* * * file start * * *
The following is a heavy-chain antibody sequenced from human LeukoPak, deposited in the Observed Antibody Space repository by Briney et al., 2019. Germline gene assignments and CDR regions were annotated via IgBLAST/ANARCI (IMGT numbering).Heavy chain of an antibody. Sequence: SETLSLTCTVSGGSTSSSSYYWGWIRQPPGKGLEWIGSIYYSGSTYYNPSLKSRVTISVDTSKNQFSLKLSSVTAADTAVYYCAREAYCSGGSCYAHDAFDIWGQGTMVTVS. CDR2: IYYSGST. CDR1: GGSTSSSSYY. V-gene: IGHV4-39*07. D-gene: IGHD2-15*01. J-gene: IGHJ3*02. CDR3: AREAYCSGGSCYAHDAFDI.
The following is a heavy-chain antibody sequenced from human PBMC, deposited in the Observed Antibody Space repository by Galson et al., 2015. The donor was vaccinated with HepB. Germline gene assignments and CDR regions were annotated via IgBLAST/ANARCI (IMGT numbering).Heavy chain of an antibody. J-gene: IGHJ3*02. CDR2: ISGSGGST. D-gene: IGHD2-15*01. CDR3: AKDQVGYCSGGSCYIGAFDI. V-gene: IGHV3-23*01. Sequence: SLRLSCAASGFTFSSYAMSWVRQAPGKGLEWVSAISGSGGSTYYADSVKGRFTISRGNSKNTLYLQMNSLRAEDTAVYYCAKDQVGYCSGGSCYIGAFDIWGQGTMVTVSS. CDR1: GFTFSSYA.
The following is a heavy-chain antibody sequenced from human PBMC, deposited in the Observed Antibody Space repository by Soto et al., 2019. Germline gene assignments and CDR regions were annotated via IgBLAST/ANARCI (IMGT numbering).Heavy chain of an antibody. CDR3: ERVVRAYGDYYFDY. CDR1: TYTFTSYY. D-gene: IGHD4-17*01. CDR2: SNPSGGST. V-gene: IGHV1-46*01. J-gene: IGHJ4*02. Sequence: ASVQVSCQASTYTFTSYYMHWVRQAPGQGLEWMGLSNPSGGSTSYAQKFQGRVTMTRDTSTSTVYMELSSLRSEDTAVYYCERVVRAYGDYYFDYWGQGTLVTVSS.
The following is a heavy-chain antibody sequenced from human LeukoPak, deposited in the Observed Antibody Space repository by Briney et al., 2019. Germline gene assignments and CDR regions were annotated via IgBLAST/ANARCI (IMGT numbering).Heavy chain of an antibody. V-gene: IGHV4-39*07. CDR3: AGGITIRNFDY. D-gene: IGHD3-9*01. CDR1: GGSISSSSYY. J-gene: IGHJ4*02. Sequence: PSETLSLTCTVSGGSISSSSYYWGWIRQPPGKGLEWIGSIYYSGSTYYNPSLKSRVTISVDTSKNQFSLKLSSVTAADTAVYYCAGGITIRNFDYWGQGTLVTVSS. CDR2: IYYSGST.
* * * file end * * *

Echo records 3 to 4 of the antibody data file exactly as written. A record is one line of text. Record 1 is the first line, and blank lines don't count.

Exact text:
The following is a heavy-chain antibody sequenced from human PBMC, deposited in the Observed Antibody Space repository by Soto et al., 2019. Germline gene assignments and CDR regions were annotated via IgBLAST/ANARCI (IMGT numbering).Heavy chain of an antibody. CDR3: ERVVRAYGDYYFDY. CDR1: TYTFTSYY. D-gene: IGHD4-17*01. CDR2: SNPSGGST. V-gene: IGHV1-46*01. J-gene: IGHJ4*02. Sequence: ASVQVSCQASTYTFTSYYMHWVRQAPGQGLEWMGLSNPSGGSTSYAQKFQGRVTMTRDTSTSTVYMELSSLRSEDTAVYYCERVVRAYGDYYFDYWGQGTLVTVSS.
The following is a heavy-chain antibody sequenced from human LeukoPak, deposited in the Observed Antibody Space repository by Briney et al., 2019. Germline gene assignments and CDR regions were annotated via IgBLAST/ANARCI (IMGT numbering).Heavy chain of an antibody. V-gene: IGHV4-39*07. CDR3: AGGITIRNFDY. D-gene: IGHD3-9*01. CDR1: GGSISSSSYY. J-gene: IGHJ4*02. Sequence: PSETLSLTCTVSGGSISSSSYYWGWIRQPPGKGLEWIGSIYYSGSTYYNPSLKSRVTISVDTSKNQFSLKLSSVTAADTAVYYCAGGITIRNFDYWGQGTLVTVSS. CDR2: IYYSGST.